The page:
According to researchers, genetically altered poliovirus strains could help some patients of brain cancer. A team of researchers used modified poliovirus strains in small groups of patients who had glioblastoma – a particularly deadly form of brain cancer. In these patients, standard treatments have failed to say the researchers and this novel therapy could help. The results of the study were published in the New England Journal of Medicine.
Dr. Darell Bigner, the director emeritus of The Preston Robert Tisch Brain Tumor Center at the Duke Cancer Institute says that he has been working on this for the last five decades and the results have been unique.
The research, however, is still rudimentary says Annick Desjardins, a neuro-oncologist, who was part of the study, and may take further studies and detailed understanding to be accepted as part of standard therapy. As of now treatment with these modified polioviruses resulted in prolonged survival in 21% of the study population.
Desjardins said that there have been long-term survivors and this is something that has not been seen among patients with glioblastoma. Glioblastoma remains one of the most common and aggressive forms of brain cancers in adults.
For this study, the team of researchers used the polio virus as it has the capacity to infect the nerve cells of the body. The poliovirus can cause lifelong paralysis when it infects children, but the version that the researchers used was a genetically modified one.
The modification involved removal of one of the genes of the virus that prevented it from causing polio. This gene was replaced by another harmless one derived from rhinovirus that causes the common cold.
This modified virus now was infused into the tumors of the patient’s brains directly with the help of a tube inserted into the skull. The virus not only killed the tumor cells in the patients’ brains but also stimulates the patients’ immune system that could attack the tumors. They involved 61 patients between 2012 and 2017 in whom different doses of the modified viruses were given.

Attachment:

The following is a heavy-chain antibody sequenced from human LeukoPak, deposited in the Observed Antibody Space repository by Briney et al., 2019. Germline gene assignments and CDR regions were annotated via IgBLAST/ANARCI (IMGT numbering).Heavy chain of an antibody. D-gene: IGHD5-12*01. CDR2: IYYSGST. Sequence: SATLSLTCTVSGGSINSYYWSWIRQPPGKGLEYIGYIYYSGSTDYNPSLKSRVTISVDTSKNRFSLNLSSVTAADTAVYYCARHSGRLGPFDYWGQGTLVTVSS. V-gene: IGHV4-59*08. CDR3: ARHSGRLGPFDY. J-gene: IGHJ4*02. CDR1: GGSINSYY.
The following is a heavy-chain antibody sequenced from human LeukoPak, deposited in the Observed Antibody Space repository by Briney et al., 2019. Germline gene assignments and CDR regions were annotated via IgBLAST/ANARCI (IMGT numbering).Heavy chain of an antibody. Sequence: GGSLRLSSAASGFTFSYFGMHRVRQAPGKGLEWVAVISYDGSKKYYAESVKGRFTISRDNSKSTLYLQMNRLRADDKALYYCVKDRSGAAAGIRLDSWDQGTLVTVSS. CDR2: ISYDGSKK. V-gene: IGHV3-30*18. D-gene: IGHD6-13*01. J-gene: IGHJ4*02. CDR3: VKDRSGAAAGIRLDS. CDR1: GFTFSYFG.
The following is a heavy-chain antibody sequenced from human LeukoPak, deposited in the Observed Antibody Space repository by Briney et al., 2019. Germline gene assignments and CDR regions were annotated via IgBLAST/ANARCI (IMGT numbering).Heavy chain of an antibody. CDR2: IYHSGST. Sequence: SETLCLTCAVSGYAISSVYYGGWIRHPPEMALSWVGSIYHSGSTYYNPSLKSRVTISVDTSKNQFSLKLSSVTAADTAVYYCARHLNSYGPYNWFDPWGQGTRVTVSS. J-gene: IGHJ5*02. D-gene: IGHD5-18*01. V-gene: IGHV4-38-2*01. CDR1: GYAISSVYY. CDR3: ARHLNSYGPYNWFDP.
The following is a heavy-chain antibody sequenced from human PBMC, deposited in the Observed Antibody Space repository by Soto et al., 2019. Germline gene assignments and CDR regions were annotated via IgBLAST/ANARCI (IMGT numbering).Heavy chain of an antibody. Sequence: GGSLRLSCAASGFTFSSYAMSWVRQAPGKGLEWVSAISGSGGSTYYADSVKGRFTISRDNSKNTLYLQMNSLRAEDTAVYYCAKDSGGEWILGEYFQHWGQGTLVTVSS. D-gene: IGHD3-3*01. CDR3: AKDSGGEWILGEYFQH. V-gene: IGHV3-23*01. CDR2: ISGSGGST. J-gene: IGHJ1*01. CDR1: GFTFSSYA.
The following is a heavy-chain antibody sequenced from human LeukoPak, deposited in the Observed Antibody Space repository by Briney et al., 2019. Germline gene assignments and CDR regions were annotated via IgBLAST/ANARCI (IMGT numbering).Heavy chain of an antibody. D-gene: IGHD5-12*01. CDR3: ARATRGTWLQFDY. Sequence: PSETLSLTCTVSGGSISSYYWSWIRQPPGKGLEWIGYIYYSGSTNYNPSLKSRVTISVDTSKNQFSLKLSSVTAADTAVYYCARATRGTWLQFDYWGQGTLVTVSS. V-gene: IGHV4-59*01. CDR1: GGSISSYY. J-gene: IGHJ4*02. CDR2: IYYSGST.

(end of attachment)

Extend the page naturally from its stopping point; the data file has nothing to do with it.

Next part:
Benefits of the virus on the tumors
Despite the benefits of the virus on the tumors and survival, it was not free of side effects and risks. There were cases of swelling in the brain that led to seizures and complications in the patients.
One of the patients also developed a blood clot within the brain that necessitated surgery. However, the overall medial survival was 12.5 months among those given polioviruses compared to 11.3 months in the past who had not been treated with any such therapy.
After 24 months from therapy, 21% of the virus-treated group survived when compared to 14% who had not been treated with any such therapy. This control group not treated with virus therapy was obtained from historical reports.
At 36 months after the treatment, 21% of the virus treated patients remained compared to only 4% in the control group. Two of the patients survived for over six years and one survived for over five years said Bigner. He said that this is something that has not been seen before.
Desjardins said that just like other immunotherapies this viral therapy does not work on all patients. However, if a patient responds, he or she is likely to be a long term survivor, Desjardins said.
As a next step says Bigner, the team wants to try the viral therapy on children with brain cancer as well as other cancers such as breast cancer and melanomas. At present Desjardins and some of the researchers hold patents for the treatment that the Duke licensed to Istari Oncology, a start up company. A phase 2 study is to start soon.